In addition to our main Game of the Year Awards 2022 (opens in a new tab), each member of the PC Gamer team highlights a game they loved this year. We’ll be posting new Personal Picks, alongside our main rewards, throughout the month.
There were a few nominees for my personal pick for Game of the Year. Destiny 2: The Witch Queen, the revamp to finally get me back into Destiny on a regular basis, would probably have been my first choice. Though Phil already grabbed that one for his, and his hours of play make mine seem unimportant, so that’s it.
The other game was Vampire Survivors, but luckily so many of the PC Gamer team saw fit to grace that game with some sort of accolade this year that it’s already receiving a much-deserved GOTY award.
That’s not to say my personal pick deserves less praise than these two, though. F1 Manager 2022 scratches an itch that I had previously only thought possible if I quit my job and become an F1 engineer. Given that would never happen, I am happy to have the opportunity to replace Toto Wolff as Mercedes team principal with little or no relevant experience.
After seeing what a simulation management game can do to someone out of my boss’ obsession with Football Manager, I’ve long wondered what it was all about. I’m not for football, although I’ve watched bits of the World Cup like everyone else – that Messi, huh, he’s got two feet of course – but make a game that puts me in the tire strategy and I’m sold.
It’s an adrenaline-rush to watch the tire degradation of two F1 cars in real time. No seriously. Maybe I shouldn’t be surprised by this – last year I realized I was a bit of a nerd for the details of F1 2021 setups (opens in a new tab).
While a management sim can feel slow, F1 Manager can be surprisingly hectic. During the races themselves, you have two whole cars to manage and high expectations from the sponsors as well. If you find yourself laser-focused on a car, sending radio message after radio message like you’re digital Bono (the Lewis Hamilton Race engineer kind not the U2 guy), you might find overheated tires and excessive fuel consumption. waiting for you on car #2.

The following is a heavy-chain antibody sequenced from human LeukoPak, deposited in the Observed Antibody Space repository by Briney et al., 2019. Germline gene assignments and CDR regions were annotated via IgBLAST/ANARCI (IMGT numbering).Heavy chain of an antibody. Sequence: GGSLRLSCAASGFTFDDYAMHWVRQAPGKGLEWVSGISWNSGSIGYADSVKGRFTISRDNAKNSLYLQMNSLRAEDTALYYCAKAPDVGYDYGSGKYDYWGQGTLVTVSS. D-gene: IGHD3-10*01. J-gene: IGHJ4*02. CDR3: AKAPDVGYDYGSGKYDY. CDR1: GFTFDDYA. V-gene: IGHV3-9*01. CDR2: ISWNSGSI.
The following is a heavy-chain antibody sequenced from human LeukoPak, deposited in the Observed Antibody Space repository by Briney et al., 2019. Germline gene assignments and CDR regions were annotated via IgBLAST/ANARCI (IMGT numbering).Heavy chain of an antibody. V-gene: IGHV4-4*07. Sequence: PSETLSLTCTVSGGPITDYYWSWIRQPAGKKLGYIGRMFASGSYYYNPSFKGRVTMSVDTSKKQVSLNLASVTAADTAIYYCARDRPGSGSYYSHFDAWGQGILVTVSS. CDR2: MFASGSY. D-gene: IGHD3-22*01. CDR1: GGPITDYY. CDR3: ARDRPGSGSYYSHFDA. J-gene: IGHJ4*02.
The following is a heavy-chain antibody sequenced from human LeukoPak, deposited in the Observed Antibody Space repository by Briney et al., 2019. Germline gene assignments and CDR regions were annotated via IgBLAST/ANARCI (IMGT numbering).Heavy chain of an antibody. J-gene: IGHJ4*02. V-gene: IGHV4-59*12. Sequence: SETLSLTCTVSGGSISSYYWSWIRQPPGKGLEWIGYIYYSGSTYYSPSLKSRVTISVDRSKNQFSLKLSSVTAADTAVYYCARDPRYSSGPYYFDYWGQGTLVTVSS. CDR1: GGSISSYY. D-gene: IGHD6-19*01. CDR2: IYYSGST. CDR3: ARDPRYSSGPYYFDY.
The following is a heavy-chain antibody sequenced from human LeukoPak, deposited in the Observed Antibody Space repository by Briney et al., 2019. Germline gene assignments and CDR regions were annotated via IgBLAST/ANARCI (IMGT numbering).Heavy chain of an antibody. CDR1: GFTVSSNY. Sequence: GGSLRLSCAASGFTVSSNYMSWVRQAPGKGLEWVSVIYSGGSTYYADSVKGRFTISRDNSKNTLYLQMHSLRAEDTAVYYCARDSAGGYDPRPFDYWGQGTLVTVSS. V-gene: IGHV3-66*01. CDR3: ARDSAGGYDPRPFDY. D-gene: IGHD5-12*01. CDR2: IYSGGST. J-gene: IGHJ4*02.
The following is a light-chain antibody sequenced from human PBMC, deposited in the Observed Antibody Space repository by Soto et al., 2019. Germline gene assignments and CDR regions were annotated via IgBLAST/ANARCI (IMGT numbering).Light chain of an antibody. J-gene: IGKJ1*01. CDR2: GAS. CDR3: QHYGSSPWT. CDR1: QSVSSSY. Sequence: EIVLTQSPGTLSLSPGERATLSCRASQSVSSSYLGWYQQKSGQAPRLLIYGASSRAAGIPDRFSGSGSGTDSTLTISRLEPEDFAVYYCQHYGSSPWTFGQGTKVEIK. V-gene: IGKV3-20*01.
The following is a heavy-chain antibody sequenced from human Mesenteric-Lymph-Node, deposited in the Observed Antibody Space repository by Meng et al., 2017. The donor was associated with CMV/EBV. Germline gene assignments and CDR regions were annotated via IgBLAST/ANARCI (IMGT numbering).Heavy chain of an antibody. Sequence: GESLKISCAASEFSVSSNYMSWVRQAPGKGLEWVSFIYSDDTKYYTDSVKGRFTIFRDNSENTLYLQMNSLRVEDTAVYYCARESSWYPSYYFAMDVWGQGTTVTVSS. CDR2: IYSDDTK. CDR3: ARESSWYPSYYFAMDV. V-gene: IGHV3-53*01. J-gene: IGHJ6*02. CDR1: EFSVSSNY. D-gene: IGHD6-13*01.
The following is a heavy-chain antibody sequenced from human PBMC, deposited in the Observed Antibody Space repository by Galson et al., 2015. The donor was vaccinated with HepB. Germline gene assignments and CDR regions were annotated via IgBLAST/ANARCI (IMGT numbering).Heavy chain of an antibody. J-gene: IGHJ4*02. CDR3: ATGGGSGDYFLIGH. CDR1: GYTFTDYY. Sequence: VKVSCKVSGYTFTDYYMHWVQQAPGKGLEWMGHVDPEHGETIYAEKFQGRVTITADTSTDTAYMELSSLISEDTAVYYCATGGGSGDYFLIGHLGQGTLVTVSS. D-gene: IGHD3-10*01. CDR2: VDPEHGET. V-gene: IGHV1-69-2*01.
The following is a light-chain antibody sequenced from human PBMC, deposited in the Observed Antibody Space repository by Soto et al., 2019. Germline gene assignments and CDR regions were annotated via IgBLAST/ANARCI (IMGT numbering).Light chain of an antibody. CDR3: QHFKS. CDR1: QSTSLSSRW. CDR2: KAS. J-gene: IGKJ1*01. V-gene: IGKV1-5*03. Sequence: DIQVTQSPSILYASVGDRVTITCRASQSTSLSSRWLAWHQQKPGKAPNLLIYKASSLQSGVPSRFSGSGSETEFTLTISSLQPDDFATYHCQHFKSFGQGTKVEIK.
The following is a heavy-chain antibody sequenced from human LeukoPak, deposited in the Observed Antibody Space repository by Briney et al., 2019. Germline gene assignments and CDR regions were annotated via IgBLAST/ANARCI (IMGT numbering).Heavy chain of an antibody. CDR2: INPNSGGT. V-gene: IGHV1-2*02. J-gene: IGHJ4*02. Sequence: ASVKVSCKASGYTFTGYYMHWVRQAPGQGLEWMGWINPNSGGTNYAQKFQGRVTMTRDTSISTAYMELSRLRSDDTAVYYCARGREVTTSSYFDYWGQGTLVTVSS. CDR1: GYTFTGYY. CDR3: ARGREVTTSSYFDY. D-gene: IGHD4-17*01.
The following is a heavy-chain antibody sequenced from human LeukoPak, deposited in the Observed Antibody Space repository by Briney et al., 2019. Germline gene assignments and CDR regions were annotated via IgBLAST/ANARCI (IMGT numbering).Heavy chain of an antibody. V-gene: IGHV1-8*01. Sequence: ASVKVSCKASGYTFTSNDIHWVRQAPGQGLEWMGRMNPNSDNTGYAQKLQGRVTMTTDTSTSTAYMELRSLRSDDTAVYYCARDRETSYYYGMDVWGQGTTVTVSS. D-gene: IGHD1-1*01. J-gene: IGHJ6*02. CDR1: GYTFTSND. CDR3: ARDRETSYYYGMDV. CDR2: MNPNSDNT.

The number of times I focused on getting Gasly over the checkered flag to find Tsunoda nearly empty with three laps to go and ruined tires.
One thing I’ve learned as team principal is that I’m more Ferrari than Red Bull when it comes to overall strategy. Sorry Tifosi. If that makes things better, I also have a worse record than Ferrari’s strategists for the 2022 season – it turns out F1 strategy is really, really tough. Despite all my clever strategies and attempts to “do something they don’t expect”, I usually end up falling back in the peloton and finishing dead last when everyone else on fresher tires and more sensible strategies does ground meat from my lap times. I’m even starting to guess if I know better than the team itself in real F1 races.
Ultimately, my goal in F1 Manager 2022 has been to elevate Alpha Tauri to the top of the championship and eclipse Red Bull and Christian Horner as the clearly far superior team manager. Alas, this may have been too much of an achievement for my rather poor team management ability, and Alpha Tauri is a worse off team than when I first ousted Franz Tost.
However, I have plenty of time to develop a strategy. One of the main reasons I keep coming back to F1 Manager 2022 and keeping the championship dream alive for Alpha Tauri (sort of) comes down to how and where I play the game. All my time in F1 Manager 2022 was spent on Valve’s superb Steam Deck, which just about manages to keep up with the action with the graphics settings on low and AMD’s FidelityFX super resolution scaling all the way.
F1 Manager’s menu-based action and low-enough graphics suit the Steam Deck perfectly. The pad controls work seamlessly with the Deck without any tinkering, and since it’s mostly a menu, you can lay the Deck flat and play as casually as you want, great for long flights.
Granted, the game is a bit of a battery killer, you might want to invest in a big enough PSU to keep it going, but you can get a good few hours of play before the Deck crumbles. Enough time to run at least one race weekend, as long as you’re not too precious to play in real time and don’t mind pressing the acceleration button wisely.
Although I’m not sure I feel the need to queue for next year’s release – I can probably restart my season and start Gasly for Nyck de Vries anyway – as a new management game franchise sportswoman who plays for my own interests, I can say that I finally understand what it’s all about with F1 Manager 2022.